...Wright's account of the rise of monotheism among the Jews represents the most impressive part of his book. The process was extraordinarily complex. As expected, Wright stresses that the evolution of Yahweh responded to tangled political, military, and economic conditions: these included Jewish relations with the Canaanites (Baal-worshipers), innumerable military adventures and misadventures, exile, and the differing political fates of northern and southern Greater Israel. Also, the evolution of monotheism, "like so much else in the history of religion," was gradual. Indeed the process was so protracted that traces of polytheism remain in the Hebrew Bible, e.g., in Exodus, and especially in Psalms ("There is none like you among the gods, O LORD").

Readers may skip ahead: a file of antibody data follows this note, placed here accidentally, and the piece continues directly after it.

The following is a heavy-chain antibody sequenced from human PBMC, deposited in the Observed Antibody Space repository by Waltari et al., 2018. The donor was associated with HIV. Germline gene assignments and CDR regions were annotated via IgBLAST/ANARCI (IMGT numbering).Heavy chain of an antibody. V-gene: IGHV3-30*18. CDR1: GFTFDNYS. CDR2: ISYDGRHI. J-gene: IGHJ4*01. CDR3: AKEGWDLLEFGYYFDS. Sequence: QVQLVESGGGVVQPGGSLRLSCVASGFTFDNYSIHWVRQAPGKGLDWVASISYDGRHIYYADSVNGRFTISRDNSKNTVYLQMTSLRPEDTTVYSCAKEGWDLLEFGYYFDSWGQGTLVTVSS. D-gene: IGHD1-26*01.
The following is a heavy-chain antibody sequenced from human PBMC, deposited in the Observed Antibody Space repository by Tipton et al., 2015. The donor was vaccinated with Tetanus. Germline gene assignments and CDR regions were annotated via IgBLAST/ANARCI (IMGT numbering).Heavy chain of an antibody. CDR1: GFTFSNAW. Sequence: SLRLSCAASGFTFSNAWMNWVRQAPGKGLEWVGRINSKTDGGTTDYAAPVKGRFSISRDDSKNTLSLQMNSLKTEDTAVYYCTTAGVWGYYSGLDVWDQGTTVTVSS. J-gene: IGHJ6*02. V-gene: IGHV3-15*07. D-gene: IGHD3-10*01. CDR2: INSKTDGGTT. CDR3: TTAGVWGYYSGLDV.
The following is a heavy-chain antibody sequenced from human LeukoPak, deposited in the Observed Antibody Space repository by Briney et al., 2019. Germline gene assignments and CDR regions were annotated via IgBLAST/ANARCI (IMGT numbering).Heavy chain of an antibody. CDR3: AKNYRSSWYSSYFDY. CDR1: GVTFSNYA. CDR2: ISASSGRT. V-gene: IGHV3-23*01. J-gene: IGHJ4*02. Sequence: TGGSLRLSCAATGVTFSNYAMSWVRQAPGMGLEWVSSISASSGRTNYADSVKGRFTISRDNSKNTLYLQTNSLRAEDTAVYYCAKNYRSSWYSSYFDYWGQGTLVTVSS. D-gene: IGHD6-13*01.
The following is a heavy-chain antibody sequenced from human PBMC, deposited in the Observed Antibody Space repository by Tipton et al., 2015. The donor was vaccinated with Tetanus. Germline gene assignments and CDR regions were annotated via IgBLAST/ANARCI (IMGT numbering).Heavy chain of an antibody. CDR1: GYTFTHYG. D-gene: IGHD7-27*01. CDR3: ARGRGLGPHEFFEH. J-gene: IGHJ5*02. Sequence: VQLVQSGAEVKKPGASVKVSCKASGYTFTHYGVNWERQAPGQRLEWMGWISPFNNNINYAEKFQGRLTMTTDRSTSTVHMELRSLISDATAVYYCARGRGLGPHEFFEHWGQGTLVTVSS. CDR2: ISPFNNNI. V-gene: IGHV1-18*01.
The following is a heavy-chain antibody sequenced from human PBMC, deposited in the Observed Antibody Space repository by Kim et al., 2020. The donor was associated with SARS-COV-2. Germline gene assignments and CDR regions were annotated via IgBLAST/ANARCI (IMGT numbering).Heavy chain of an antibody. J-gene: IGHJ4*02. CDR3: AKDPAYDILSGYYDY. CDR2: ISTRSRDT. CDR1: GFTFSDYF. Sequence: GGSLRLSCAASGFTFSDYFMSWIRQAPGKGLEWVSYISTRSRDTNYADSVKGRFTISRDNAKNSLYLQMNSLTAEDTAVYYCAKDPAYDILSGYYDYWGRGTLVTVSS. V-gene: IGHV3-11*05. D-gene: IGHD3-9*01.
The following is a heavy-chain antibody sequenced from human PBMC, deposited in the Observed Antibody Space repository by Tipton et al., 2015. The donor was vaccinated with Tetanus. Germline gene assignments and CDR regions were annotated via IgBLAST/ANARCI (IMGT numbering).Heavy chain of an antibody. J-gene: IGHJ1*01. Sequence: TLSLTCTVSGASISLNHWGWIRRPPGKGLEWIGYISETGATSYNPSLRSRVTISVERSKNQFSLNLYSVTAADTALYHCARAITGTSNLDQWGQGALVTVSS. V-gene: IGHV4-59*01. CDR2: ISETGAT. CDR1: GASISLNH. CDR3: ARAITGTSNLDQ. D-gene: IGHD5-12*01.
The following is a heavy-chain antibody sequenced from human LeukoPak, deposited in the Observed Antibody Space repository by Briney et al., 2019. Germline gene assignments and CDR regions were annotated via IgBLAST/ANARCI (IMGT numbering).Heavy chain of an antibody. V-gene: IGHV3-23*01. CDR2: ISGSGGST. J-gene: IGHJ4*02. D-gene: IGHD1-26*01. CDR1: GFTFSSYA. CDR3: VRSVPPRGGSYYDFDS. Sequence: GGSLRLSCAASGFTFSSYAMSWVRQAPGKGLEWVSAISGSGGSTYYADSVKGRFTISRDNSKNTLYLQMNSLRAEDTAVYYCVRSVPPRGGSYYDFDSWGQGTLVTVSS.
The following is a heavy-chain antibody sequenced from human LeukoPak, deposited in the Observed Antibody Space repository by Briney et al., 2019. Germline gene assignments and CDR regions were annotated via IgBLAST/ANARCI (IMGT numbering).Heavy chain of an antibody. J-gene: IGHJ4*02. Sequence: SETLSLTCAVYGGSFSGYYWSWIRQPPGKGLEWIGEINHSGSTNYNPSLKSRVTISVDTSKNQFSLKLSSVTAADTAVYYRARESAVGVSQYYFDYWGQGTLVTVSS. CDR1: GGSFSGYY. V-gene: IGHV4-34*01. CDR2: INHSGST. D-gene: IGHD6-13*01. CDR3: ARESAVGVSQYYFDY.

The Hebrew Bible also reveals the later transformation of Yahweh from a thunderous, almost corporeal being into a more abstract and transcendent one, the "still small voice." Wright also devotes two chapters to the Jewish philosopher Philo of Alexandria, who wrote in the first century CE. Philo offered a syncretic theology that attempted to blend Hebrew tradition and Greek philosophy, faith and reason. Such reconciliation required eschewing a literal reading of scripture and embracing an allegorical one, which Philo did happily. In Philo's theology, the Logos—reason, order, or the Word—is conceived in the mind of God and then uttered into the physical universe. The unfolding of the Logos introduces, among other things, a directionality into history, a theme that looms large for Wright.